Performance of Cross-linked and Calcium-reduced Milk Protein Concentrate Ingredients in Model High-protein Nutrition Bars
Milk protein concentrate (MPC) and micellar casein concentrate (MCC) have the potential to be the major protein source in high-protein nutrition bars. However, MPCs are known to produce bars that harden too quickly and also result in a crumbly texture. Less is known about the performance of MCC in bars. The objective of this study was to evaluate the performance of transglutaminase (TGase) cross-linked MPC and MCC, and calcium-reduced MPC in high-protein bars.
MPC and MCC retentate were treated with TGase at 0.3 units (low; MPC-L and MCC-L) and 3.0 units (high; MPC-H and MCC-H) per g protein. Controls (MPC-C and MCC-C) were not treated with the enzyme. Separately, CO2 was injected during MPC ultrafiltration to produce calcium-reduced MPC. Retentates were spray-dried to produce ingredients with 72 to 78% protein. Bars were prepared by hand pressing dough containing 30% protein, 8.9% HFCS, 20.7% glycerol, 11% maltitol syrup, and 17.6% palm oil into molds (ID = 21 mm, H = 13 mm) and water activity sample cups. Model bars were stored at 32°C for up to 42 days, during which texture, color, water activity, moisture content, and pH were evaluated. Bar hardness and fracturability were determined with compression, after which a sieve analysis was used to evaluate crumbliness. Data, separated via Tukey’s adjusted p-value (P< 0.05), are the average of two bar preparations.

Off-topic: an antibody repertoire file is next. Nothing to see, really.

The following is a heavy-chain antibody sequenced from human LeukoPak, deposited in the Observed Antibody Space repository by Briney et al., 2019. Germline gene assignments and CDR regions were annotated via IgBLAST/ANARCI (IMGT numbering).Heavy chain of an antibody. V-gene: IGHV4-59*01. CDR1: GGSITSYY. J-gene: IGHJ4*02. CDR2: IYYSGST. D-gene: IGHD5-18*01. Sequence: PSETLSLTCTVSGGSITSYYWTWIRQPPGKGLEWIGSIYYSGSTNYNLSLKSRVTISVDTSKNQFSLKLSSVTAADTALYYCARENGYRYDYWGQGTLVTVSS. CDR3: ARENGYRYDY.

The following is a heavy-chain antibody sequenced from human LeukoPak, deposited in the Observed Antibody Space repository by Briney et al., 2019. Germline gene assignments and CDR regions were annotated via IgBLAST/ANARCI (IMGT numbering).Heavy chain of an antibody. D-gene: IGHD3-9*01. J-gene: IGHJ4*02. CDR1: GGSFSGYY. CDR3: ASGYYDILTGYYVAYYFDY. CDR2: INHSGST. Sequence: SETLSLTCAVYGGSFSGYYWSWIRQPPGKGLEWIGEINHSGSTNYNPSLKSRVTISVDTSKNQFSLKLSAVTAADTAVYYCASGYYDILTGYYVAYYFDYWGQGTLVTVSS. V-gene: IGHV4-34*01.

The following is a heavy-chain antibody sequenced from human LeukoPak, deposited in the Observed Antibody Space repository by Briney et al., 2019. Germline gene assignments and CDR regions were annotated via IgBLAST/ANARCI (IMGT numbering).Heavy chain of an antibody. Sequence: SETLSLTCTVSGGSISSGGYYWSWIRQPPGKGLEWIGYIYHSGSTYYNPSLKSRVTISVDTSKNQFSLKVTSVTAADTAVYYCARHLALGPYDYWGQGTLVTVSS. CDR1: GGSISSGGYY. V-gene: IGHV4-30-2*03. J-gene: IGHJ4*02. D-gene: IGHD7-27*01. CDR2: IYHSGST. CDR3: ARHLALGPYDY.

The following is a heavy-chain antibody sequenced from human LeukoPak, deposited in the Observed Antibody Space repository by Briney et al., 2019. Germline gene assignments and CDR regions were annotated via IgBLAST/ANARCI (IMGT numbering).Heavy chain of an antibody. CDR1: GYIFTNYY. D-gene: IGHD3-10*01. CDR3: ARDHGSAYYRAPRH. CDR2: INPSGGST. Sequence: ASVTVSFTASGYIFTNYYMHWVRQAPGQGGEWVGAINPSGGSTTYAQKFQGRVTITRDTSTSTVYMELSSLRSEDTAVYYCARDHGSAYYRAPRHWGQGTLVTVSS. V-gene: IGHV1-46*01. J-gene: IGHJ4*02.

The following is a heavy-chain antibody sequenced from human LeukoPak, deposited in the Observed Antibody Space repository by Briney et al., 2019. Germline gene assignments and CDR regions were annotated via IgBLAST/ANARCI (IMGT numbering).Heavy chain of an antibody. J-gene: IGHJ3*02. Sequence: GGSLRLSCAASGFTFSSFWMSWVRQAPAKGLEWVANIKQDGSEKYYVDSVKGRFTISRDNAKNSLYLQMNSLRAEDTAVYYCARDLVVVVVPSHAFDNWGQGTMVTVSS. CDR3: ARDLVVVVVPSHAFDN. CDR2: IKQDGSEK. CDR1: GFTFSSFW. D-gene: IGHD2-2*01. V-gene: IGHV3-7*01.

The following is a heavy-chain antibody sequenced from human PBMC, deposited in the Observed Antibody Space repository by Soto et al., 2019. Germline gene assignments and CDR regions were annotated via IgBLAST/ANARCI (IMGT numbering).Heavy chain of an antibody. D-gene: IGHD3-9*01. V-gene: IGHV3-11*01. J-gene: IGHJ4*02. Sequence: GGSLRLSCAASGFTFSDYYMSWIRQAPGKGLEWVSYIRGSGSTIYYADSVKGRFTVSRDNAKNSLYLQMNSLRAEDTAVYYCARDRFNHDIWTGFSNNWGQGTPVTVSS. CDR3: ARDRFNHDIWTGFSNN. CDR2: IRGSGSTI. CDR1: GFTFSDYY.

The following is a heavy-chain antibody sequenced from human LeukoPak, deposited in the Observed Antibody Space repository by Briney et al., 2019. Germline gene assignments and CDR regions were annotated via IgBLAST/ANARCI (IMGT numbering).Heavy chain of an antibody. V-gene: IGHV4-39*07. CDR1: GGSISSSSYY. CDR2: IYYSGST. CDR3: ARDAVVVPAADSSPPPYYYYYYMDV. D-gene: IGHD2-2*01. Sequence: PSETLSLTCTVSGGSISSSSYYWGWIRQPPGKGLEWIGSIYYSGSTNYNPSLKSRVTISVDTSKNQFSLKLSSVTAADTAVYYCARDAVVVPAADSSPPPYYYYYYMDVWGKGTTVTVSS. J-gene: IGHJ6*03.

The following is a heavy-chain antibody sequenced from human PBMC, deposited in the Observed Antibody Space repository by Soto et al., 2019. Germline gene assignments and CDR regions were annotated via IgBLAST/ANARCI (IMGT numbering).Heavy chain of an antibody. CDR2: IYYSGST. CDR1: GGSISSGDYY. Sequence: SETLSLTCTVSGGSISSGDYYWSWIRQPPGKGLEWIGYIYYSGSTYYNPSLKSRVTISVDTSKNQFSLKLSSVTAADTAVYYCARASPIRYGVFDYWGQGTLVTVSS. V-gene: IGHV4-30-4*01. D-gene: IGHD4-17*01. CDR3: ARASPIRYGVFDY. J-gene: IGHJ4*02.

On day 0, no statistical difference was detected for fracturability and hardness between bars (P < 0.05) and crumbliness reduced when cross-linked ingredients were compared with their respective controls (P < 0.05). Throughout storage, bars formulated with a commercially produced native MPC80 were less crumbly and maintained a larger geometric mean diameter after compression. A high-level of TGase helped maintain cohesiveness in MPC-H and MCC-H compared with their controls through day 16 and day 28, respectively (P < 0.05). Sample moisture content on the day of preparation was the same (P > 0.05), whereas water activity was different (P < 0.05). A significant increase (P < 0.05) in water activity was seen ~24 h after preparation, but after the initial increase it remained stable within each batch. Moisture content and pH remained fairly constant during storage, while visual color change was apparent within the samples. TGase treated and calcium-reduced milk protein ingredients have altered performance in high-protein nutrition bars, which potentially could lead to improved commercial feasibility.
Keywords: milk protein concentrate, micellar casein concentrate, protein bar